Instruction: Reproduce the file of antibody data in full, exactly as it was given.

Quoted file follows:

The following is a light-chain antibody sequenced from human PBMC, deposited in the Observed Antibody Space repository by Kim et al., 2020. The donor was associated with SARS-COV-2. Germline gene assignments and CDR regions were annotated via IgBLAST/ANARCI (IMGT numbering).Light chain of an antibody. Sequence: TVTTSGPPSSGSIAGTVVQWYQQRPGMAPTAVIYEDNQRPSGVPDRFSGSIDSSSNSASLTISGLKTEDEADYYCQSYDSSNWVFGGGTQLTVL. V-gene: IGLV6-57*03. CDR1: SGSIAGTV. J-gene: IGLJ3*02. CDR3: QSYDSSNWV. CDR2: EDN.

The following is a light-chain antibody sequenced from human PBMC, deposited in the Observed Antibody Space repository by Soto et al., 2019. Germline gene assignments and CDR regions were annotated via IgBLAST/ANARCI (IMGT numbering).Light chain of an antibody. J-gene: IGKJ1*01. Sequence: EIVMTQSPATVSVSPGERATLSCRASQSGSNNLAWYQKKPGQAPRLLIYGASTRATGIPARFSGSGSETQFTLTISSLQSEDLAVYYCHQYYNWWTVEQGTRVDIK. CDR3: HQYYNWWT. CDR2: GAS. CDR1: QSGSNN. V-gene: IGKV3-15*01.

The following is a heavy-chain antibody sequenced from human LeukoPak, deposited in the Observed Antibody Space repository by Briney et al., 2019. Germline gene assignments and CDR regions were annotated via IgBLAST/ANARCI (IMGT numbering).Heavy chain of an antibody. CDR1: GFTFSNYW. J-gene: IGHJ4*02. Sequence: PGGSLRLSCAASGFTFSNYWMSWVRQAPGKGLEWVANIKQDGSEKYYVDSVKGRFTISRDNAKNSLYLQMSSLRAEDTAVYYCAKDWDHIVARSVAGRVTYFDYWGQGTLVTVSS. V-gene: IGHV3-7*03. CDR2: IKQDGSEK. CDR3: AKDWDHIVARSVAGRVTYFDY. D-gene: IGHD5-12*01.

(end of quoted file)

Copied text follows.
The following is a light-chain antibody sequenced from human PBMC, deposited in the Observed Antibody Space repository by Kim et al., 2020. The donor was associated with SARS-COV-2. Germline gene assignments and CDR regions were annotated via IgBLAST/ANARCI (IMGT numbering).Light chain of an antibody. Sequence: TVTTSGPPSSGSIAGTVVQWYQQRPGMAPTAVIYEDNQRPSGVPDRFSGSIDSSSNSASLTISGLKTEDEADYYCQSYDSSNWVFGGGTQLTVL. V-gene: IGLV6-57*03. CDR1: SGSIAGTV. J-gene: IGLJ3*02. CDR3: QSYDSSNWV. CDR2: EDN.

The following is a light-chain antibody sequenced from human PBMC, deposited in the Observed Antibody Space repository by Soto et al., 2019. Germline gene assignments and CDR regions were annotated via IgBLAST/ANARCI (IMGT numbering).Light chain of an antibody. J-gene: IGKJ1*01. Sequence: EIVMTQSPATVSVSPGERATLSCRASQSGSNNLAWYQKKPGQAPRLLIYGASTRATGIPARFSGSGSETQFTLTISSLQSEDLAVYYCHQYYNWWTVEQGTRVDIK. CDR3: HQYYNWWT. CDR2: GAS. CDR1: QSGSNN. V-gene: IGKV3-15*01.

The following is a heavy-chain antibody sequenced from human LeukoPak, deposited in the Observed Antibody Space repository by Briney et al., 2019. Germline gene assignments and CDR regions were annotated via IgBLAST/ANARCI (IMGT numbering).Heavy chain of an antibody. CDR1: GFTFSNYW. J-gene: IGHJ4*02. Sequence: PGGSLRLSCAASGFTFSNYWMSWVRQAPGKGLEWVANIKQDGSEKYYVDSVKGRFTISRDNAKNSLYLQMSSLRAEDTAVYYCAKDWDHIVARSVAGRVTYFDYWGQGTLVTVSS. V-gene: IGHV3-7*03. CDR2: IKQDGSEK. CDR3: AKDWDHIVARSVAGRVTYFDY. D-gene: IGHD5-12*01.